I have been super-inspired (shout out to all the #GTTribe followers out there!) by Matt Miller’s book series, Ditch that Textbook and Ditch that Homework. Both of these publications are so revolutionary for teachers that they should be on every educator’s reading list (and by the way, here is my current list of books to get through - I will be writing a blog post real soon about why teachers must always be learners so watch this space!). The premise of the books is that those things that we are convinced are the way things must be (when was it ever conceivable that teachers wouldn’t need textbooks as their font of knowledge or that homework as a concept would become unnecessary in its traditional forms?) are in fact worth changing.
As shown in the change theory model above, Lewin suggests that change is almost always identical in its theoretical system. What I am proposing in this article is that we need to Ditch that Marking and will need to ensure we reach the stage where we reinforce the change through norms. Marking may well be something that Miller will address in a future publication, but as yet, I haven’t seen anything about this, although it is intimated in many guises. A 2016 study suggests that 17% of teachers are spending 11 hours or more per week on marking. And I think that is probably conservative as a statistic.
In fact, one of my most poignant Googly moments was when I had a pile of assessments to mark that I knew was going to take the best part of 4hours to get done. I seemed to be writing the same comments as feedback: “Use a quotation to support your argument”, “Include a religious view as an alternative” (I am a Religious Studies teacher if you didn’t know!), “Take care with the spelling of ….”. It got to me and made me realise that in writing the same comments, I was wasting time I could spend on meaningful feedback.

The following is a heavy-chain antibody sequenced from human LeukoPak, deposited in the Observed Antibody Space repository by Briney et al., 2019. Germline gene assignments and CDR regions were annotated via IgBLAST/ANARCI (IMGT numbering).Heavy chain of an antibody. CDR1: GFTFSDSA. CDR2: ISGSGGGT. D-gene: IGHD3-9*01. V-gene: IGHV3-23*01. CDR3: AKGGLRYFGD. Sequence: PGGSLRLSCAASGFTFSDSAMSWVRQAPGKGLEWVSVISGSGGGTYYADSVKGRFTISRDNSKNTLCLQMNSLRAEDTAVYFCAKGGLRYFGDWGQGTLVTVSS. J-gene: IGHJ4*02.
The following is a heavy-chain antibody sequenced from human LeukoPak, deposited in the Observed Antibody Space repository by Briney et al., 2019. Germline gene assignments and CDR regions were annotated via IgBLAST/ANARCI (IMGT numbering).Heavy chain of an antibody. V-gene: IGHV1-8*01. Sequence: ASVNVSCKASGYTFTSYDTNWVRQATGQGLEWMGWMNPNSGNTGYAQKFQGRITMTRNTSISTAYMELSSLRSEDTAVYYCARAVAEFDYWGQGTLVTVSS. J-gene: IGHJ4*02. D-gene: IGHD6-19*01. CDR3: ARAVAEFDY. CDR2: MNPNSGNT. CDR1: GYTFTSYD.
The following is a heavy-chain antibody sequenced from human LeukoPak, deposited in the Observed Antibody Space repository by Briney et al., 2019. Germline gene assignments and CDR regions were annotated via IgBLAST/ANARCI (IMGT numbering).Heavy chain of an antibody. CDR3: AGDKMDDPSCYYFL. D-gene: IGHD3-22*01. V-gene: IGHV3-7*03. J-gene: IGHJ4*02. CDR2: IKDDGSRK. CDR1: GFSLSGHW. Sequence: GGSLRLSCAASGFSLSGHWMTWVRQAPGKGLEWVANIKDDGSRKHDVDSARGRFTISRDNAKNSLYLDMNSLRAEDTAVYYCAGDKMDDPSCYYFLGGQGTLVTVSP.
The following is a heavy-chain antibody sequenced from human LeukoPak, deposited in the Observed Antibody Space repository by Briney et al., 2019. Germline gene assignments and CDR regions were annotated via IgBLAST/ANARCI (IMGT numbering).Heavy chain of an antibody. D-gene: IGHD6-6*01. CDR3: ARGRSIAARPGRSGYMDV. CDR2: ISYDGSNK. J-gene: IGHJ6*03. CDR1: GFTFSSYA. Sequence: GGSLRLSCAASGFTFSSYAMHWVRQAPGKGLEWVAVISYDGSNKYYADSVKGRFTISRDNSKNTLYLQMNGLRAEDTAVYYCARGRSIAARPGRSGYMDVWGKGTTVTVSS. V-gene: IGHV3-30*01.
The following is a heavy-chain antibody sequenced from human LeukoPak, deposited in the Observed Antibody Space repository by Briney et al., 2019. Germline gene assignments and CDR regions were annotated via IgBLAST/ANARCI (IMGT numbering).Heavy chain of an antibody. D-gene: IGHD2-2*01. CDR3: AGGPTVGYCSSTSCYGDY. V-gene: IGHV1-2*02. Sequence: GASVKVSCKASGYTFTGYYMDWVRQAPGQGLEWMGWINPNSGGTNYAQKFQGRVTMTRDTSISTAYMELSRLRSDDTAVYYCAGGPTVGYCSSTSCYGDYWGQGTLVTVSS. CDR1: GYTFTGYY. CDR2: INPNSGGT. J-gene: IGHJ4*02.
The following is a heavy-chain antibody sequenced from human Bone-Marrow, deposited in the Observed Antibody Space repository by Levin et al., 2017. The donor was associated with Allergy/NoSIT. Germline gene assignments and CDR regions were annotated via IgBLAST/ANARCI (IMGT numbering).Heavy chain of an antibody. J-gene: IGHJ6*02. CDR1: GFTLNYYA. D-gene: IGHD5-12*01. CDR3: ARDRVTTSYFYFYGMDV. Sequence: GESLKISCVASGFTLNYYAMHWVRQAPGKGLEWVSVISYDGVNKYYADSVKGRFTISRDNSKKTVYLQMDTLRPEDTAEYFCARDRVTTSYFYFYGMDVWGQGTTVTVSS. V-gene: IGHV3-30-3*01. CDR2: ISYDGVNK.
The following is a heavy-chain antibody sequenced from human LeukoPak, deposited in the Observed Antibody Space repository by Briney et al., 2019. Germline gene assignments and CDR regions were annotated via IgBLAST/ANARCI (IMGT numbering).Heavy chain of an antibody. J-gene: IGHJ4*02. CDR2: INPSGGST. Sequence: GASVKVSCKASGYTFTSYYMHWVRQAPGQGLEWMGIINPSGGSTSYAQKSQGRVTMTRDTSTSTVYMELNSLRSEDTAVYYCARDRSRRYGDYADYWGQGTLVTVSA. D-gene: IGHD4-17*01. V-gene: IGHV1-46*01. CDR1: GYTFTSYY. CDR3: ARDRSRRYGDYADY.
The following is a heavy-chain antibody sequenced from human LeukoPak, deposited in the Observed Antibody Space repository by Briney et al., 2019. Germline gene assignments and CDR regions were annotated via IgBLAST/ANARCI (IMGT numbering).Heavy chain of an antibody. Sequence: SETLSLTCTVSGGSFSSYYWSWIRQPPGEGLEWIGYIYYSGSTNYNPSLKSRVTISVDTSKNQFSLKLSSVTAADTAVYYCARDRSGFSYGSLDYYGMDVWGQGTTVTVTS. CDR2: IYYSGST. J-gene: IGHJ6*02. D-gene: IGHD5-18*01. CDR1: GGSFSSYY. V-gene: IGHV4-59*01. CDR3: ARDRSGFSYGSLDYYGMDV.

I decided to Ditch That Marking. Well...not quite. But I certainly ditched the way I had always done it. I asked myself the question: Why do I mark? And it gave me several answers:
I even used a variety of colours of pens:
At my daughter’s school they have a range of highlighters that teachers use - my personal favourite is the Yellow Highlighter of Doom (that’s what they call it!!!). This is on top of a rainbow-full of pens/highlighters and stickers.
Going back to why...I felt if I’m honest that #5 was the primary reason (To follow school policy (or to show leaders/OfSTED/parents/children that I was earning my crust!) when it should’ve been the previous four. If I was marking to jump through hoops, I needed ways to do what needed doing and then find a path to using marking to improve performance.
My journey began with trying electronic submission of homework: I simply asked students to email work or submit it in Google Docs. This meant that I could at least make comments electronically and copy & paste appropriately. This meant that I could then have time to type something more personal and bespoke for the students (and save these for future records to see if students actually responded!). The marking then became a dialogue, even an extension of how we worked in class, using Comments features in the applications (Docs and Slides primarily. This evolved into using Google Classroom as I became more competent. I really love GC - I think it should be the lanchpad for every class - if I were advising any educator to start somewhere, I would suggest here (and by the way, there are LOADS of resources, tips and tricks for making the most out of Classroom - you could even start here - Alice Keeler is one of the best! )
So, has this reduced my marking load? Yes in some ways but the next phase in my less-marking-world is split into 5 key suggestions, all of which are currently works in progress for me:
Marking as a discipline isn’t going away - and I don’t think it should. However, we do as educators need to keep looking at becoming more effective and efficient in this field so we don’t waste time. We don’t have enough of it as it is…
Please spread the love with this infographic.